To link to the full text of this article online, click here. Access the journal website here.

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4. HealthMpowerment.org: Feasibility and acceptability of delivering an internet intervention to young black men who have sex with men

Authors: Hightow-Weidman L1; Pike E1; Fowler B2; Matthews D3; Kibe J2; McCoy R2; Adimora A1
Institutions: 1 School of Medicine, UNC at Chapel Hill; 2 Communication for Health Applications and Interventions Core, UNC at Chapel Hill; 3 Department of Health Behavior and Health Education, UNC at Chapel Hill
Source: AIDS Care 24 Jan 2012 online. doi: 10.1080/09540121.2011.647677.

ABSTRACT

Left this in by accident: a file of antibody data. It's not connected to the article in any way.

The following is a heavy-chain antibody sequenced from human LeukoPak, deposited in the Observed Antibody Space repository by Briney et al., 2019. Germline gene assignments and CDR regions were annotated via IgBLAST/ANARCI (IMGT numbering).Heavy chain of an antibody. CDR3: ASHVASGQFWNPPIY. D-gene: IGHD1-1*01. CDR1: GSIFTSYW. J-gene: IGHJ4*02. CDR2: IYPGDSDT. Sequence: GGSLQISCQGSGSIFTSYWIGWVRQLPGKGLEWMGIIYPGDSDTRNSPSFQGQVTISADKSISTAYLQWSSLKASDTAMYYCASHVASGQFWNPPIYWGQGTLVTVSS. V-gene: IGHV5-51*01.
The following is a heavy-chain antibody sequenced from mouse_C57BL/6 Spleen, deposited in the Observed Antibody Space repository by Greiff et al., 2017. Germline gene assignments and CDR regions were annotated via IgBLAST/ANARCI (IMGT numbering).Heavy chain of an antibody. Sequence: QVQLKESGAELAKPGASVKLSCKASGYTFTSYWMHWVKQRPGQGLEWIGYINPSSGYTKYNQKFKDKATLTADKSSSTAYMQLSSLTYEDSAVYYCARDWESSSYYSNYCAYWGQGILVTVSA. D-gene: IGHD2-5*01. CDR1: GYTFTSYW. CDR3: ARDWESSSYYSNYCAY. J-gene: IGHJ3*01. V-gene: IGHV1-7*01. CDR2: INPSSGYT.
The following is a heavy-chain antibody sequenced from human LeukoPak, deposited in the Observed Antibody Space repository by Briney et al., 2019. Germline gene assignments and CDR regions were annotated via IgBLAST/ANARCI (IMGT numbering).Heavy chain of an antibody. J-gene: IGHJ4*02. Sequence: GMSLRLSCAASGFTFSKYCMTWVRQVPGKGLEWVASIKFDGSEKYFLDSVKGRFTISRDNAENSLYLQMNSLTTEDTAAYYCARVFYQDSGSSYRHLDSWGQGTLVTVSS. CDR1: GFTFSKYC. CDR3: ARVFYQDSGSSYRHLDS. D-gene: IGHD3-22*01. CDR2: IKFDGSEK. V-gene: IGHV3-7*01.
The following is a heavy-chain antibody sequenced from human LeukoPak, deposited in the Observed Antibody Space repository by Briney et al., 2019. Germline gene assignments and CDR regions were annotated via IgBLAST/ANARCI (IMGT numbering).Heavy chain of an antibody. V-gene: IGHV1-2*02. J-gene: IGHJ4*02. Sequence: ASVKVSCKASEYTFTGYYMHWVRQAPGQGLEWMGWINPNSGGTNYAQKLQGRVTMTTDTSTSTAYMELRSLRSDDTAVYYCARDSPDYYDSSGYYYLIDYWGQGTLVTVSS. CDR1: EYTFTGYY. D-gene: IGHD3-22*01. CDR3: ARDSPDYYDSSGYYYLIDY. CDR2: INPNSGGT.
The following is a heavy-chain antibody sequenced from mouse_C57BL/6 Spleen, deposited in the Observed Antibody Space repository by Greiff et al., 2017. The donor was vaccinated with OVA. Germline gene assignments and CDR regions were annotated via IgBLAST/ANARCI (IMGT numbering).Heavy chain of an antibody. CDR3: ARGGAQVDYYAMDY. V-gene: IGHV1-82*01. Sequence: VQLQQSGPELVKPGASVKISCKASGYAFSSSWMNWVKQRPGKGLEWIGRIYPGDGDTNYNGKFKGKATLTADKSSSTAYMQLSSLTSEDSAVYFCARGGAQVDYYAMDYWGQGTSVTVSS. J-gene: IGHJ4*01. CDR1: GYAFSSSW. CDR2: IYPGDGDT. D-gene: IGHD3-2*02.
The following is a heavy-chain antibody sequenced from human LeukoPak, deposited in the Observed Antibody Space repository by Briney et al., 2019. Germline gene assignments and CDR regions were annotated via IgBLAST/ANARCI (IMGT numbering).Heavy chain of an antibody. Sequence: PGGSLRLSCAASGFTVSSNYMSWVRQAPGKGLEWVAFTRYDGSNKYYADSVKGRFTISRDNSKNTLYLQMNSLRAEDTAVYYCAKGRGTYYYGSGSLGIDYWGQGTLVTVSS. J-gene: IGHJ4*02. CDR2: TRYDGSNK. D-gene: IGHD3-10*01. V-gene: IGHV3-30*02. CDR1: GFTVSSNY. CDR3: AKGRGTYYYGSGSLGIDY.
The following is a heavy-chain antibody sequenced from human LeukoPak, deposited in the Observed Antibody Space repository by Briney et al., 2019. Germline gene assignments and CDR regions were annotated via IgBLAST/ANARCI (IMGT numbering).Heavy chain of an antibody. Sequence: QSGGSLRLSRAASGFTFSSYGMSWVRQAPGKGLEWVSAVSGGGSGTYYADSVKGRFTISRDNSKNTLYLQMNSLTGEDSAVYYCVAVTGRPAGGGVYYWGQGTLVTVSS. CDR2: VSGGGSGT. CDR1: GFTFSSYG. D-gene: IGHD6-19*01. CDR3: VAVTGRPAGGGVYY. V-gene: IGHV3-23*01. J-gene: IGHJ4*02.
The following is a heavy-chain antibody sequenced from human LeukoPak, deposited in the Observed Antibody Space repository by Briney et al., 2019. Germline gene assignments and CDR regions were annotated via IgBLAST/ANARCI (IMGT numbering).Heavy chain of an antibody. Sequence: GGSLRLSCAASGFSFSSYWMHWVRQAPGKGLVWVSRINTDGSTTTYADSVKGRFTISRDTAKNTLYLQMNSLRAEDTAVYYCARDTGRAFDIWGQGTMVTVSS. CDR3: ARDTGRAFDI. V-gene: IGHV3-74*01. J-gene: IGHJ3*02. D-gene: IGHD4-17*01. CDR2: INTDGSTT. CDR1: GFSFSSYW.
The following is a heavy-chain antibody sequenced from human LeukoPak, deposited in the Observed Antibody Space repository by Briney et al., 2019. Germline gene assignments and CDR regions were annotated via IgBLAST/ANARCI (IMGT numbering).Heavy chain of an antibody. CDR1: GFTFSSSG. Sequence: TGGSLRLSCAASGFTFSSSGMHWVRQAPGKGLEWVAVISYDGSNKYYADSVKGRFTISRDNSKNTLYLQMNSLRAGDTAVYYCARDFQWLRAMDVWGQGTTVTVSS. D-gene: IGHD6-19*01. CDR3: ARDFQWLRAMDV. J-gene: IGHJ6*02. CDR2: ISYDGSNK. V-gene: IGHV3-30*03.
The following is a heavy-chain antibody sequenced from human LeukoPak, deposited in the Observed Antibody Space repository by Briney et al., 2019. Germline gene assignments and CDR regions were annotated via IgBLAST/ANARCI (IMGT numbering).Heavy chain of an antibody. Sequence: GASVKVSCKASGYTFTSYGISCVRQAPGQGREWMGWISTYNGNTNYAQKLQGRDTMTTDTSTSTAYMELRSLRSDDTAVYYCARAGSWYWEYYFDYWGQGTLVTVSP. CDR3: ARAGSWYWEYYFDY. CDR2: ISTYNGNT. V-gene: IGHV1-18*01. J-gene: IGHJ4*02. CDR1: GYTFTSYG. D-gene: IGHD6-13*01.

Young Black men who have sex with men (BMSM) are disproportionately affected by HIV/AIDS in the USA and continue to experience rapidly increasing HIV incidence. We designed a tailored, theory-based interactive HIV/STI prevention website for young BMSM, called HealthMpowerment.org (HMP) and conducted a small pilot trial comparing HMP to currently available HIV/STI websites. We present findings demonstrating feasibility and acceptability of delivering the intervention to the target population of young BMSM. Retention rates were 90% and 78% at one- and three-month follow-ups, respectively. Evaluation immediately after the intervention's completion revealed that participants who used the HMP website reported high levels of user satisfaction and interest and low levels of website difficulty and frustration. At the end of the intervention, there was a trend in increased behavioral intentions to use condoms and engage in preparatory condom use behaviors in the intervention group compared to the control group (p=0.10). We observed a reduction in mean scores on the CES-D scale among those in the intervention group that was not seen in the control group at the one-month follow-up, though this was not statistically significant. Feedback from exit interviews with study participants suggested that HMP is relevant to the prevention needs of young BMSM. Overall, the findings support the acceptability and feasibility of delivering this prevention program to a group that has few interventions despite bearing a significant burden of the epidemic. Future trials, combining Internet and mobile phone technologies, are planned to test HMP among larger and more diverse populations of young BMSM.